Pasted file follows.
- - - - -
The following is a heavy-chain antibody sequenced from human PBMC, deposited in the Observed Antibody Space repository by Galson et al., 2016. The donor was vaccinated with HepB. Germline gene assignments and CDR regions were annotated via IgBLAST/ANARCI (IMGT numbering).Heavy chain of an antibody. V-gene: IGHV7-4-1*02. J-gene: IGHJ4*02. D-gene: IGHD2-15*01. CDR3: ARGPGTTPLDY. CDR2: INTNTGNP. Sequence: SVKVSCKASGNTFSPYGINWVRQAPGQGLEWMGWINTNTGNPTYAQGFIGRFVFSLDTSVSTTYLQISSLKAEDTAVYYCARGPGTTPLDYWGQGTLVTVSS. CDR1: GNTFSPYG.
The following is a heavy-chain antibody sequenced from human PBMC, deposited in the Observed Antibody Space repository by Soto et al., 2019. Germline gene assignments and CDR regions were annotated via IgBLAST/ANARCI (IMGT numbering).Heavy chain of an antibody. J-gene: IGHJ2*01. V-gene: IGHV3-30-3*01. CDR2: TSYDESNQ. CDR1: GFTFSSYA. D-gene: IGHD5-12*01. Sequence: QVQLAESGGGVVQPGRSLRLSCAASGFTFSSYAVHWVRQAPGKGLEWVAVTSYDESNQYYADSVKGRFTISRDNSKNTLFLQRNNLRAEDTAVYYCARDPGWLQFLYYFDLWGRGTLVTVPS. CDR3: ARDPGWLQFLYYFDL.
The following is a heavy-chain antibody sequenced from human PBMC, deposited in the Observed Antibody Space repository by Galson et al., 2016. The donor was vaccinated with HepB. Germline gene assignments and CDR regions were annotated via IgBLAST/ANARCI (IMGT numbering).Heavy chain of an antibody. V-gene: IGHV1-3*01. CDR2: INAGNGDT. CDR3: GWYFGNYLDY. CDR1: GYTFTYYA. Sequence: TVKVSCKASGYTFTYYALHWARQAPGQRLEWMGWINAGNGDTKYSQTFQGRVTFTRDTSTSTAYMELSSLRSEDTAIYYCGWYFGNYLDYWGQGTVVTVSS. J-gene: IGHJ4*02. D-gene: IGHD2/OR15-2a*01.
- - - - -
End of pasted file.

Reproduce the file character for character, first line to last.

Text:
The following is a heavy-chain antibody sequenced from human PBMC, deposited in the Observed Antibody Space repository by Galson et al., 2016. The donor was vaccinated with HepB. Germline gene assignments and CDR regions were annotated via IgBLAST/ANARCI (IMGT numbering).Heavy chain of an antibody. V-gene: IGHV7-4-1*02. J-gene: IGHJ4*02. D-gene: IGHD2-15*01. CDR3: ARGPGTTPLDY. CDR2: INTNTGNP. Sequence: SVKVSCKASGNTFSPYGINWVRQAPGQGLEWMGWINTNTGNPTYAQGFIGRFVFSLDTSVSTTYLQISSLKAEDTAVYYCARGPGTTPLDYWGQGTLVTVSS. CDR1: GNTFSPYG.
The following is a heavy-chain antibody sequenced from human PBMC, deposited in the Observed Antibody Space repository by Soto et al., 2019. Germline gene assignments and CDR regions were annotated via IgBLAST/ANARCI (IMGT numbering).Heavy chain of an antibody. J-gene: IGHJ2*01. V-gene: IGHV3-30-3*01. CDR2: TSYDESNQ. CDR1: GFTFSSYA. D-gene: IGHD5-12*01. Sequence: QVQLAESGGGVVQPGRSLRLSCAASGFTFSSYAVHWVRQAPGKGLEWVAVTSYDESNQYYADSVKGRFTISRDNSKNTLFLQRNNLRAEDTAVYYCARDPGWLQFLYYFDLWGRGTLVTVPS. CDR3: ARDPGWLQFLYYFDL.
The following is a heavy-chain antibody sequenced from human PBMC, deposited in the Observed Antibody Space repository by Galson et al., 2016. The donor was vaccinated with HepB. Germline gene assignments and CDR regions were annotated via IgBLAST/ANARCI (IMGT numbering).Heavy chain of an antibody. V-gene: IGHV1-3*01. CDR2: INAGNGDT. CDR3: GWYFGNYLDY. CDR1: GYTFTYYA. Sequence: TVKVSCKASGYTFTYYALHWARQAPGQRLEWMGWINAGNGDTKYSQTFQGRVTFTRDTSTSTAYMELSSLRSEDTAIYYCGWYFGNYLDYWGQGTVVTVSS. J-gene: IGHJ4*02. D-gene: IGHD2/OR15-2a*01.